- Padma Jayaraj,
April 6, 2008
Chetana, an established a theater group in Thrissur, Kerala, celebrated
the World Theater Day (March 27) by honoring the veteran drama director
Prof. Ramanujam. Men, who stand tall in the field of theater in Kerala,
spoke on the occasion. A trilogy written by Arun Poothezhath, was launched.
based in the sleepy village of Arangottukara, staged 'The story of Kalankari.'
Theater buffs sat late into night watching the play measured its appeal.
A simple theme unfolded its complexities in poetic dimensions.
Cast in the
mode of the old sangeetha nritha natakam, the play revived memories
of a genre lost in the world of experiments. Essentially folk in its presentation,
the theme takes us back to the origin of settled life, the beginning of
the stage being set in front of them. A stout bamboo pole with spikes stands
in the middle, in front is a potter's wheel; at the back an abstract form
of a plant carrying three flowers. Soon we realize that this is the home
of a woman with its central pillar, that the flowers are decorated pots
made by her, a pot maker, put out in the sun to dry. A group of children,
men, and women come singing and dancing narrating the story of a woman
who made pots and pans and of her man who went around selling them.
The folk numbers,
a mixture of kurava and gypsy style, and the narration of the mythical
origin of human story lend depth to the drama.
the chorus departs, the scenes reveal the joy of young life and love, the
joy of hard labor, and of domestic bliss in a rural ambience. But tragedy
is embedded in human lot. He dies and his young widow is left inconsolable.
The chorus is the village folk now enacting the roles of a neighborhood.
The typical village scene showcases the social milieu, its complexity in
their sympathy and in their naive gossip. Lighting a lamp under the pillar,
the sanctum sanctorum of her home, she keeps vigil in tears.
Sun rise and
set; time moves on; seasons change; nature is in havoc. Natural urges wake
up in the hearts of people; spring explodes in the mind of the young widow.
Torn between grief and longing, torn by tradition and superstition, the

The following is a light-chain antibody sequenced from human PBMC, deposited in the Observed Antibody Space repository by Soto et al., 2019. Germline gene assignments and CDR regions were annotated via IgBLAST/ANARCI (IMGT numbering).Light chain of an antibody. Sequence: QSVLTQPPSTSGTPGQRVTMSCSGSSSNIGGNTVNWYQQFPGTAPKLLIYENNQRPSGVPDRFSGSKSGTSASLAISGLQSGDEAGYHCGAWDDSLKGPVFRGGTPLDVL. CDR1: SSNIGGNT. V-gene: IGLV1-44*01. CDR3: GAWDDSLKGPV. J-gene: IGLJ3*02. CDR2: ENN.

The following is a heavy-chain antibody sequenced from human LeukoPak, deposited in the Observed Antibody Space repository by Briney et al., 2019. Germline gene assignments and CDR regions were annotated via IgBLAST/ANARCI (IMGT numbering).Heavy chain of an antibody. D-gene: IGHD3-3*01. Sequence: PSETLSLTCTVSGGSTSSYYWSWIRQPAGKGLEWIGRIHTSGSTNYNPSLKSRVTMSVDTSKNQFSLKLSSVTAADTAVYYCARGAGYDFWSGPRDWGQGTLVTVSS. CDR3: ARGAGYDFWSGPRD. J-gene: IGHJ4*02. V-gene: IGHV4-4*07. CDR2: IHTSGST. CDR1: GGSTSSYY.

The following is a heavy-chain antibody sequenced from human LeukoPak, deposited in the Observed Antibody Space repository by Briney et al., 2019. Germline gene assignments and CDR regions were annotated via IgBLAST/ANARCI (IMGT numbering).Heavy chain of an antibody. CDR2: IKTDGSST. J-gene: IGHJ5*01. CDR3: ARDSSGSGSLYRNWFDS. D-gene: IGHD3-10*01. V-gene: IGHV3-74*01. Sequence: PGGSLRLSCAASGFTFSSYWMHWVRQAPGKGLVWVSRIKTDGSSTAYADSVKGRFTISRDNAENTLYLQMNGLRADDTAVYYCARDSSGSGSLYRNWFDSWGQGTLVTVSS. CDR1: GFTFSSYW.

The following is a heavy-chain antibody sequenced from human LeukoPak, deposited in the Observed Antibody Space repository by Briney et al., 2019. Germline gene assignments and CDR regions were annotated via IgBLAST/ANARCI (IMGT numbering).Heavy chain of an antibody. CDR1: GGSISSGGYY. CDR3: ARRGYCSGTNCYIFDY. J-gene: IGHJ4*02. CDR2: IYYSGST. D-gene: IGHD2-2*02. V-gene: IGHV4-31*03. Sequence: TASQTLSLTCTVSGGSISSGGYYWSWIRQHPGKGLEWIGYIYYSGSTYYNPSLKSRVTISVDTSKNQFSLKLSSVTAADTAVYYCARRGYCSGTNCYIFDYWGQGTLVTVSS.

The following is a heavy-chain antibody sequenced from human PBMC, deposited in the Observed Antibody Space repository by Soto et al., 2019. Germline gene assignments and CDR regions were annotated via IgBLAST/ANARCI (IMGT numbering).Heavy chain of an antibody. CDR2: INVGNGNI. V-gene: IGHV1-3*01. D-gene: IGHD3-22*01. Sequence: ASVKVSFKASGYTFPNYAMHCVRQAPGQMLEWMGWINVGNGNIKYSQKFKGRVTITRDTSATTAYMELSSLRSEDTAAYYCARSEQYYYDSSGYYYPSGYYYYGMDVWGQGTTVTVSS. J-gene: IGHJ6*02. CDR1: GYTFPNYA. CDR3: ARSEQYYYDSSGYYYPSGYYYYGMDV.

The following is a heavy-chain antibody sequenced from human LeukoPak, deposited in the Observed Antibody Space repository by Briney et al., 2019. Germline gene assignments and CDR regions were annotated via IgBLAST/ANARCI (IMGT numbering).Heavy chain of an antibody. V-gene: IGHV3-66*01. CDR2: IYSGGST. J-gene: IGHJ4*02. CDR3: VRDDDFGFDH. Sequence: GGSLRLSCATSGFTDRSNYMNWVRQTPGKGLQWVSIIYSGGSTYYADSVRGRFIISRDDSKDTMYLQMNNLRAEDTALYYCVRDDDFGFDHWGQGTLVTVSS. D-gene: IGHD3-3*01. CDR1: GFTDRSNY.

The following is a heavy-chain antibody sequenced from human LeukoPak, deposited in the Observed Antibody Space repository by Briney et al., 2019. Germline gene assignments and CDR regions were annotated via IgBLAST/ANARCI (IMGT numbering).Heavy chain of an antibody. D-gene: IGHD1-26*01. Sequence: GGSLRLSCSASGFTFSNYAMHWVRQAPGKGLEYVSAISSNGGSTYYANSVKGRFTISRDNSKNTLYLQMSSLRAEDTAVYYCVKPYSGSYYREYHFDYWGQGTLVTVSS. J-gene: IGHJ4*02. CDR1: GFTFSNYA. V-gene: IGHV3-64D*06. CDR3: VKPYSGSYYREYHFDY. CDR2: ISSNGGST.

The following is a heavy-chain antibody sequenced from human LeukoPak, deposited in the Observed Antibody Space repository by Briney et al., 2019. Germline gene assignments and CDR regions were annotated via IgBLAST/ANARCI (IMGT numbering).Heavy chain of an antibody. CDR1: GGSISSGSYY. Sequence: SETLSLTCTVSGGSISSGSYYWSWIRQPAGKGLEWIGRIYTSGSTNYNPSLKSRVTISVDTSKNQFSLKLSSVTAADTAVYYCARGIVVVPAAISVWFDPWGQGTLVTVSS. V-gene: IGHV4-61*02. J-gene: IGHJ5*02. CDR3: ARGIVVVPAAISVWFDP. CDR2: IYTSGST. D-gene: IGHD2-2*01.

young woman dreams of life. Life for her is creative joy in working with
technique used is a masterstroke to explore the psychological realities
that lurk within. The flower-seller is a figment of her imagination. The
dialogue between Kalankari and the flower seller is between her hopes and
fears. Allegorically, the flower-seller is spring. She brings colors on
the stage, scattering flowers everywhere, the chorus feel her presence
communicating the spirit of Spring to the audience.
Like the flower
girl, the ghost and the strange robber too descend down the central pole
into her life. Tired of conflict, she is taken to the verge of martyrdom,
SATI, by the ghost of her dead husband. The chorus intervenes to
tell the finale of an Indian widow. But a child poses a question in all
innocence to the traditional ending of ever after... it reminds you of
the child who dared to shout "the Emperor is naked." The innocent query
sets the village folk to scratch their heads.
and the flower girl play the game of hide and seek in beautiful dance steps.
And finally the robber with his strange philosophy of 'giving for taking'
wins the debate in the mind of Kalankari. He tells her to make things other
than pots and pans. And like the flower girl, he gives her colors to paint
the toys: birds, animals, humans in myriad forms and variegated colors.
Both the Kalankari
and the village folk wake up to a different reality: understand the need
to go on, the need to be positive, to be creative.
method, folk aspects heavily drawing from porattu natakam, and kurathy,
and the role of children are the striking features.
robber are regular characters of porattu natakam, the indigenous
theatre of Kerala. The play moves back and forth from the physical to the
mental plane with extraordinary ease. Even when the flower girl and
the robber do not interact with the villagers, they perfectly merge into
the medley of the village community - a master stroke of direction.
Songs by Sreeja,
the author of the text, and by the poet PP Ramachandran and the mode of
singing in the vein of natan pattukal add to the mores of Kerala.
Kalankari, Beena as pookkari, Dinesan as the ghost, and Prasanth
as the robber, make the play a success.
deserves credit for direction. The play has an earthy vitality. With the
Earth's first clay, the potter's wheel becomes the symbol of creation;
the earthen bowl the secret well of life; the woman an extension of creativity
filled with love, longing and natural urges. The drama, in spite of its
limitation as a folk presentation, is truly poetic in dimension. Even when
the theme is woman-centered in a patriarchal society, the director pins
all hopes on positive elements in society to bring about a change in perspective,
in a wholesome approach.
Jayaraj is a regular contributor to www.narthaki.com